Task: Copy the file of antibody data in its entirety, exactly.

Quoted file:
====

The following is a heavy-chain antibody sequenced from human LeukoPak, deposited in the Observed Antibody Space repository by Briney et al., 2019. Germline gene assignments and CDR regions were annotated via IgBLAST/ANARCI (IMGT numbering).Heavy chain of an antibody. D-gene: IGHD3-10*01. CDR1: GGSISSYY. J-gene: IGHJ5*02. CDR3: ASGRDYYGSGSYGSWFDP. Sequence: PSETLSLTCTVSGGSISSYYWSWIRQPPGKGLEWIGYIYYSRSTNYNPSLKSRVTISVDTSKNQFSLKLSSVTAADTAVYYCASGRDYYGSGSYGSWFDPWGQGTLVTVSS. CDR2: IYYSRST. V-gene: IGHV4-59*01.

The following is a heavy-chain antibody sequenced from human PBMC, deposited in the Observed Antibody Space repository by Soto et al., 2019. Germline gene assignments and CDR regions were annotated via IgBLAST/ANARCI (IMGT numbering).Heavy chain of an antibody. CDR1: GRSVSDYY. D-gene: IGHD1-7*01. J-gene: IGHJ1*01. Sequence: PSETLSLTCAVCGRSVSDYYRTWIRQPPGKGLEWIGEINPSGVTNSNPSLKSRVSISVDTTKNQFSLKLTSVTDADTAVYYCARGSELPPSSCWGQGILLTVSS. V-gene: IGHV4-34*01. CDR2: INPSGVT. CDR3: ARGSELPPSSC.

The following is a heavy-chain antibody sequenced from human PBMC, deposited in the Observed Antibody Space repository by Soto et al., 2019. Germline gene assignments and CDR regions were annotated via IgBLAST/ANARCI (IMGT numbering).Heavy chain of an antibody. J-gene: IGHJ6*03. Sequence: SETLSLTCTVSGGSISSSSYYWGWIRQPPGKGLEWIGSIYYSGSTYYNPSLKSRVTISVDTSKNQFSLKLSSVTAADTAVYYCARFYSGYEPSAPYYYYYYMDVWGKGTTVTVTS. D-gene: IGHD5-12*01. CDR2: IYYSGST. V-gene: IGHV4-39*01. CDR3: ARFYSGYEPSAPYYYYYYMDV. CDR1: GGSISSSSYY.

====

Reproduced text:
The following is a heavy-chain antibody sequenced from human LeukoPak, deposited in the Observed Antibody Space repository by Briney et al., 2019. Germline gene assignments and CDR regions were annotated via IgBLAST/ANARCI (IMGT numbering).Heavy chain of an antibody. D-gene: IGHD3-10*01. CDR1: GGSISSYY. J-gene: IGHJ5*02. CDR3: ASGRDYYGSGSYGSWFDP. Sequence: PSETLSLTCTVSGGSISSYYWSWIRQPPGKGLEWIGYIYYSRSTNYNPSLKSRVTISVDTSKNQFSLKLSSVTAADTAVYYCASGRDYYGSGSYGSWFDPWGQGTLVTVSS. CDR2: IYYSRST. V-gene: IGHV4-59*01.

The following is a heavy-chain antibody sequenced from human PBMC, deposited in the Observed Antibody Space repository by Soto et al., 2019. Germline gene assignments and CDR regions were annotated via IgBLAST/ANARCI (IMGT numbering).Heavy chain of an antibody. CDR1: GRSVSDYY. D-gene: IGHD1-7*01. J-gene: IGHJ1*01. Sequence: PSETLSLTCAVCGRSVSDYYRTWIRQPPGKGLEWIGEINPSGVTNSNPSLKSRVSISVDTTKNQFSLKLTSVTDADTAVYYCARGSELPPSSCWGQGILLTVSS. V-gene: IGHV4-34*01. CDR2: INPSGVT. CDR3: ARGSELPPSSC.

The following is a heavy-chain antibody sequenced from human PBMC, deposited in the Observed Antibody Space repository by Soto et al., 2019. Germline gene assignments and CDR regions were annotated via IgBLAST/ANARCI (IMGT numbering).Heavy chain of an antibody. J-gene: IGHJ6*03. Sequence: SETLSLTCTVSGGSISSSSYYWGWIRQPPGKGLEWIGSIYYSGSTYYNPSLKSRVTISVDTSKNQFSLKLSSVTAADTAVYYCARFYSGYEPSAPYYYYYYMDVWGKGTTVTVTS. D-gene: IGHD5-12*01. CDR2: IYYSGST. V-gene: IGHV4-39*01. CDR3: ARFYSGYEPSAPYYYYYYMDV. CDR1: GGSISSSSYY.